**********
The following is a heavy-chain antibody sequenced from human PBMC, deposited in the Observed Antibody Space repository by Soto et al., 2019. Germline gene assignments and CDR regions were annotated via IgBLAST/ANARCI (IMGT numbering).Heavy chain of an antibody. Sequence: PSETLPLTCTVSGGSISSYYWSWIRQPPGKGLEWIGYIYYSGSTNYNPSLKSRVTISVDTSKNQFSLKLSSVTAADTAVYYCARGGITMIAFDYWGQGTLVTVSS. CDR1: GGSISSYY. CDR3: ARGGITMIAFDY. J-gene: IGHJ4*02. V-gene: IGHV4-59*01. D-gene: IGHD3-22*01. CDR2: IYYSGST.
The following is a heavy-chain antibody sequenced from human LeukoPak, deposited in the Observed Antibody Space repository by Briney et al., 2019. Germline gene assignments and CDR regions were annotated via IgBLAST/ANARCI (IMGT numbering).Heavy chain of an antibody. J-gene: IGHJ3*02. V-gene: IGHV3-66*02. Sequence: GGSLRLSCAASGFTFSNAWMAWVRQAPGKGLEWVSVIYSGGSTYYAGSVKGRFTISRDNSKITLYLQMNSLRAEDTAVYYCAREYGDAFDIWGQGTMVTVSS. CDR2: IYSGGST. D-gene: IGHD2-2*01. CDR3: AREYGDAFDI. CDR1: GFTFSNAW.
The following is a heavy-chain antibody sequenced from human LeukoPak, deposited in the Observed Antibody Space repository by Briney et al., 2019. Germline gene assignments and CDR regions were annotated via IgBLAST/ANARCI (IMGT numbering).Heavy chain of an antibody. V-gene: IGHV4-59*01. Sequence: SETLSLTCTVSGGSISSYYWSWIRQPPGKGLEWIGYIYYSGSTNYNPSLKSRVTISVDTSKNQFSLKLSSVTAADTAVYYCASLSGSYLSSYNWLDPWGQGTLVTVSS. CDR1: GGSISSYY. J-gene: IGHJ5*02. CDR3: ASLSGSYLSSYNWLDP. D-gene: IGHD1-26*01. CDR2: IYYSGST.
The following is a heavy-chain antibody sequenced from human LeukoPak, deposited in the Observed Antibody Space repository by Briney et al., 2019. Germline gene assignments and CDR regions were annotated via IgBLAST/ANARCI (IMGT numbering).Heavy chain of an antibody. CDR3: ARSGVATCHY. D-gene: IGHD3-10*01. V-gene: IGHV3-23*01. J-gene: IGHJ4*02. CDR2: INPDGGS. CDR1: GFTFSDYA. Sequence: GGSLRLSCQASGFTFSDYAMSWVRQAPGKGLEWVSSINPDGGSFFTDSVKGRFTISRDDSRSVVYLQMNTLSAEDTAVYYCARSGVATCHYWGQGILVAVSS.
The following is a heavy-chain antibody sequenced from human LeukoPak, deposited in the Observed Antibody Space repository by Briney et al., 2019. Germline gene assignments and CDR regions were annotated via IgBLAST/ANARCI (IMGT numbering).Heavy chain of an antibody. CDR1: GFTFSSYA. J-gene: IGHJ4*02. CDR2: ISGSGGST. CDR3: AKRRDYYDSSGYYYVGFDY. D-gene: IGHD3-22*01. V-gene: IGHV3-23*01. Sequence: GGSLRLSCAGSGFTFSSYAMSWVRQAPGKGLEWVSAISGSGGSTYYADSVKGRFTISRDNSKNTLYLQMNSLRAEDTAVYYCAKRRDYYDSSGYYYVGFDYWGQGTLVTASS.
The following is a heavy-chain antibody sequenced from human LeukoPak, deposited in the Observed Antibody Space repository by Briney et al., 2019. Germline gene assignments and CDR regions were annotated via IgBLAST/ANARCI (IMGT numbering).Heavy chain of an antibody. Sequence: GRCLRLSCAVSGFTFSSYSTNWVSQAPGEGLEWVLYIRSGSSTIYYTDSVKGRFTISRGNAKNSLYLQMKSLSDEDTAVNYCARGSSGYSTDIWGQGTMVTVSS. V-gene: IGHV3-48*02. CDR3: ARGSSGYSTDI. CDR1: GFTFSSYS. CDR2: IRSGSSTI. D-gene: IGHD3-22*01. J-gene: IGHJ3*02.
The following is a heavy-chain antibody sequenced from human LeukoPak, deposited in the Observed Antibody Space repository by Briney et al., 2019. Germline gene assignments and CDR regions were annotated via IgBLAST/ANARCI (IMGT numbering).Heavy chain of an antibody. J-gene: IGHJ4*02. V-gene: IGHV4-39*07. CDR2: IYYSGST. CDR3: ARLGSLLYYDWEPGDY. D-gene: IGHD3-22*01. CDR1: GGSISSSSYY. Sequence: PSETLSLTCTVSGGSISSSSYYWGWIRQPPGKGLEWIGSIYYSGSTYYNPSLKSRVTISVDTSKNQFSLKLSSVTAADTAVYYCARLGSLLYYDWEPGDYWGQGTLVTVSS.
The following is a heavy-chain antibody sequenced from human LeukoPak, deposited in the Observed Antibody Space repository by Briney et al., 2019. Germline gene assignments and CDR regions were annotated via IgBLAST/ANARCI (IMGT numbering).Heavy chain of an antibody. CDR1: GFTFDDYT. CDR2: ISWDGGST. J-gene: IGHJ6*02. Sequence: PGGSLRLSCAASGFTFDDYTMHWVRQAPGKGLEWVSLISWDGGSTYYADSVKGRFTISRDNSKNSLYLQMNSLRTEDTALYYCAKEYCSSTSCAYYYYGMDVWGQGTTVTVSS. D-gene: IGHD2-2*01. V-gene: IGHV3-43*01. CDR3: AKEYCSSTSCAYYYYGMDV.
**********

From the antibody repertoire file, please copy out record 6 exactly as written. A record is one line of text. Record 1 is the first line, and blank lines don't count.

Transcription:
The following is a heavy-chain antibody sequenced from human LeukoPak, deposited in the Observed Antibody Space repository by Briney et al., 2019. Germline gene assignments and CDR regions were annotated via IgBLAST/ANARCI (IMGT numbering).Heavy chain of an antibody. Sequence: GRCLRLSCAVSGFTFSSYSTNWVSQAPGEGLEWVLYIRSGSSTIYYTDSVKGRFTISRGNAKNSLYLQMKSLSDEDTAVNYCARGSSGYSTDIWGQGTMVTVSS. V-gene: IGHV3-48*02. CDR3: ARGSSGYSTDI. CDR1: GFTFSSYS. CDR2: IRSGSSTI. D-gene: IGHD3-22*01. J-gene: IGHJ3*02.